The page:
Speaking in Tongues in 1 CORINTHIANS Chapters 12 through 14

The Apostle Paul discusses tongue-speaking with the church in Corinthians only in his epistle to the Corinthians. We know that tongues speaking in a another language is part of the spiritual gifts given to the church; but what is interesting is that Paul does not mention at all the gift of tongues-speaking in his two other lists of spiritual gifts found in Ephesians 4:11-12 and Romans 12:6-8.

We find that In Romans 12:6-8 Paul specifically mentions the gifts of prophecy, service, teaching, exhortation, liberality in giving and acts of mercy; but he leaves out tongues-speaking.

Now this is surprising because if the gift of tongue speaking and the anointing of the Holy Spirit is so important and should be the main experience of the Christian in church service and in prayer meetings like the Pentecostal church teaches then surely the apostle Paul would have included it in this list.
The gift of speaking in tongues other languages is not the main gift we as Christians should be seeking it is not the primary gift of importance like the Pentecostal church tries to make it.

It is informative to know that in the two listings of spiritual gifts given in 1 Corinthians 12 (vv. 8-10 and 28), by Paul tongues and interpretation of tongues are mentioned last. Paul exhortation that the Christians should “earnestly desire the higher gifts” (1 Cor 12:31).

 

Paul viewed the gift of tongues differently than the charismatic Pentecostal churches of today. Who are inclined to place the gift of tongues first, but the apostle Paul places it last, because for him it was not one of the greater gifts.

 

That’s why he teaches in 1 Corinthians 14:5, saying: “He who prophesies is greater than he who speaks in tongues.”
The implication is that there are gifts of greater value. He makes this point by placing tongues and their interpretation last in his two listing of spiritual gifts.

To understand more clearly the truth that the gift of tongues is not the primary gift we should be looking for. Paul takes time in 1 Corinthians 13 to teach that love is more primary then the gift of tongues.

There many Pentecostal Christian’s who interpret and teach that this passage in first Corinthians 13:1 the apostle Paul is actually teaching that Christians can engage in the speech of angels in which secrets of heaven are revealed.
Paul says “If I speak in the tongues of men and angels but have not love, I am a noisy gong or a clanging cymbal” (1 Cor 13:1)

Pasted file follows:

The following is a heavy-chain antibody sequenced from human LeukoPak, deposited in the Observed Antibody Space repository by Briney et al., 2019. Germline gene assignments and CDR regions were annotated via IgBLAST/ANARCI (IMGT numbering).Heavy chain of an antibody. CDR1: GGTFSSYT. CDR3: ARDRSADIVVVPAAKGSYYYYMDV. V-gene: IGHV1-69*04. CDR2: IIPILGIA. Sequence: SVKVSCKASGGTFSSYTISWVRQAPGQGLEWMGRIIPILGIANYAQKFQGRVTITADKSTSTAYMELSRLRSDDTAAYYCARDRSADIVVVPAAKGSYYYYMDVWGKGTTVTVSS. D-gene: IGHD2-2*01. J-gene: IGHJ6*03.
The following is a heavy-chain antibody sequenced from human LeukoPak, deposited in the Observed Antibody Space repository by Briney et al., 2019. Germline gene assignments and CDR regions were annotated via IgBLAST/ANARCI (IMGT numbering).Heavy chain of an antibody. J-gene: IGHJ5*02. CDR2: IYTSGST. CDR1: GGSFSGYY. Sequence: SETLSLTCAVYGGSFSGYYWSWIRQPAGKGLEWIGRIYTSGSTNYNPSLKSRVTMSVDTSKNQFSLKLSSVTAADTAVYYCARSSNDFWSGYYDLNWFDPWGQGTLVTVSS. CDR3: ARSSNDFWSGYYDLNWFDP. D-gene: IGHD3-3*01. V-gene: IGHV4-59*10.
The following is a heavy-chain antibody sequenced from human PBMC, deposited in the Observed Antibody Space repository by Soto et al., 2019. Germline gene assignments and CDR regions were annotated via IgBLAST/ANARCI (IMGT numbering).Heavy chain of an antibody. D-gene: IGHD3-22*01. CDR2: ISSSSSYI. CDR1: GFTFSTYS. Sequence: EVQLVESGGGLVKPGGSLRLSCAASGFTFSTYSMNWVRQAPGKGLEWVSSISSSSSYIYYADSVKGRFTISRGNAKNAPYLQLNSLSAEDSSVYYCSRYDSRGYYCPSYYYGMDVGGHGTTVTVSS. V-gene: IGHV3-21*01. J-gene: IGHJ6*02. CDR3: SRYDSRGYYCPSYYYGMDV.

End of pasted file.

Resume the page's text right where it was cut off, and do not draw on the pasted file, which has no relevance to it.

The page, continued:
This text should be understood as a hypothetical sentence, because no one can speak with the tongues of angels. We have to recognize that Paul spoke hypothetically here in (1 Cor 13:1) because as the Greek conditional clause Paul uses the conditional particle ean “if” followed by the subjunctive lalo.

 

It’s important to understand that this type of conditional clause in the Greek language because it is one that dose not speak about reality because what Paul is communicating is if all linguistic possibilities including angelic speech, were at my disposal and yet I lack love, it would mean nothing.

 

Another misunderstood passage in the same book of 1 Corinthians chapter 14:2

2 For he that speaketh in an unknown tongue speaketh not unto men, but unto God: for no man understandeth him; howbeit in the spirit he speaketh mysteries.

 

Pentecostal Christians try to use this text to teach that the Christian that speaks in an unknown tongue has the gift to speak to God privately in an unknown language and the ability to speak unknown mysteries.

 

First we have to understand that Paul is not suggesting in this text that the Christian that have the gift of speaking in tongues (in another language) has the gift to speak to God privately and this is the purpose of speaking in tongues as the Pentecostal’s teach.

Paul dose not say what is spoken is secrets of nonsense syllables and babblings what Pentecostal Christians seem to believe wen they engage in unintelligible (impossible to understand) sounds in their church services.

Now we want to understand the meaning of what the apostle Paul meant by speaking mysteries .
But a passage of Scripture that is not clearly understood should always be interpreted by other passages of scripture that deal with a similar topic in other words let the Scriptures interpret themselves.